• The Mate 10 Pro has a really powerful battery, a top-notch camera and several other useful features
    • Huawei's newest phone features its Kirin 970 chipset, which supports artificial intelligence
    • But the device does not come with a headphone jack, expandable storage or wireless charging

    https://www.cnbc.com/2017/11/22/huawei-mate-10-pro-review-a-solid-high-end-smartphone.html


    [​IMG]

    Chinese smartphone giant Huawei has not been shy about its ambition to dethrone Samsung and Apple to become the top smartphone vendor in the world. While Huawei is still seen as a bit of an outsider, particularly in the U.S., its new flagship Mate 10 Series smartphones could change the game for the company.

    Huawei provided me with a review unit of the Mate 10 Pro smartphone for a week. Launched in October and made available earlier this month, the phone is the higher-end version of the flagship Mate 10.


    There were certain features I really liked, and that particularly goes for the long battery life, which means you probably won't have to carry a power bank on you to get through the day.

    There were also a few things I didn't like, but more on that later. Let's start with what you should know about the Mate 10 Pro, if you're shopping for a new smartphone this Christmas.

    The dual glass and metal body
    The Mate 10 Pro looks and feels like a solid high-end phone with a dual glass body around an aluminum frame that feels great in your hands. But the back and front glass makes the phone very prone to fingerprint smudges — so having a microfiber cleaning cloth is handy.

    It is also a pretty big phone, featuring a 6-inch screen. One-handed navigation was an issue for me because I have small hands. But Huawei provides a way around it: If you swipe your finger over the navigation bar at the bottom, it activates a mini screen that allows comfortable, one-handed browsing. To go back to full screen mode, you'll need to tap on the gray area again.

    If the feature isn't automatically activated, it can be accessed under settings and inside the smart assistance tab.
     
  8. RMFAN

    RMFAN Lieutenant FULL MEMBER

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    Vodafone and Huawei live trial extends range of pre-standard 5G in Milan
    [​IMG]
    Posted by ZENOBIA HEGDENOVEMBER 24, 2017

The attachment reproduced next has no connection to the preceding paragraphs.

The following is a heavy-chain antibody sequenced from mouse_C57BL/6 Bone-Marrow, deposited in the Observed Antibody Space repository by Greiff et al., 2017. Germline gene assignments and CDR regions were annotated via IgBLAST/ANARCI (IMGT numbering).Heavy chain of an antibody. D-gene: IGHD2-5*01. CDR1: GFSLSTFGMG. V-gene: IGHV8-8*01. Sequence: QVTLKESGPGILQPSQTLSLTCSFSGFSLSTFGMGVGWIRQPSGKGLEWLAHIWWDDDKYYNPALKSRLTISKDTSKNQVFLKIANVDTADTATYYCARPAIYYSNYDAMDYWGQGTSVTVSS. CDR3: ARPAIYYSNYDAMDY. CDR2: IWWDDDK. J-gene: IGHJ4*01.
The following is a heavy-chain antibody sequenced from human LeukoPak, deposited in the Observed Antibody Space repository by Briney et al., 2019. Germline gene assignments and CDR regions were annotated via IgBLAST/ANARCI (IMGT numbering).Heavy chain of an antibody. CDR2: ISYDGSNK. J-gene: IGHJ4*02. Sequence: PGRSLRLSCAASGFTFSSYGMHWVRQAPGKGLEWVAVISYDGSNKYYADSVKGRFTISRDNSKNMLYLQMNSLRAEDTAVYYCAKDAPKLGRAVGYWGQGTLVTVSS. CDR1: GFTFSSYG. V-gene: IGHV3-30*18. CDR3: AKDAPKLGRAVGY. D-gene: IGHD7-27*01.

0
    https://www.iot-now.com/2017/11/24/...ve-trial-extends-range-pre-standard-5g-milan/

    Vodafone and Huawei have completed a trial on a full end-to-end (E2E) network of a technique to improve the range of high frequency spectrum that can in future be used to deliver 5G to its customers. Italy’s Ministry for Economic Development has made frequencies available to Vodafone so that it can trial pre-standard 5G in Milan. An E2E test network has been built for that purpose.

    High frequency bands can connect many users at the same time, but broadcast over a more limited distance than lower frequencies. However, Vodafone, working with Huawei, has pioneered a new approach to improve the coverage range of that high frequency spectrum.

    Instead of using a single frequency band to communicate between a smartphone and the network, the two telecoms companies tested using different frequency bands for downlink and uplink transmissions.

    The downlink is used to receive data from the network – like news read on a smartphone – and the uplink is used to send data through the network – like emails or posts on social media.

    The trials compared two scenarios using Vodafone’s 5G test network sending Gigabits of data. In scenario one, the same high frequency band was used for both the downlink and uplink. In scenario two, a high frequency band was used for the downlink, while a low frequency band was used for the uplink.

    This capability — known technically as uplink & downlink decoupling — is currently being standardised by 3GPP, a leading organisation through which industry-wide standards are agreed for the implementation of new telecoms technology.

    Vodafone measured up to a 10 decibel coverage range improvement in the uplink when also utilising the low band. That means that using the technique, customers would get a stronger signal even in areas where 5G coverage is limited.[​IMG]

    Francisco Martin, head of Radio Product for Vodafone Group, said: “This test of pre-standard 5G uplink and downlink decoupling will help us to deploy the technology efficiently to support our customers as soon as we launch services.”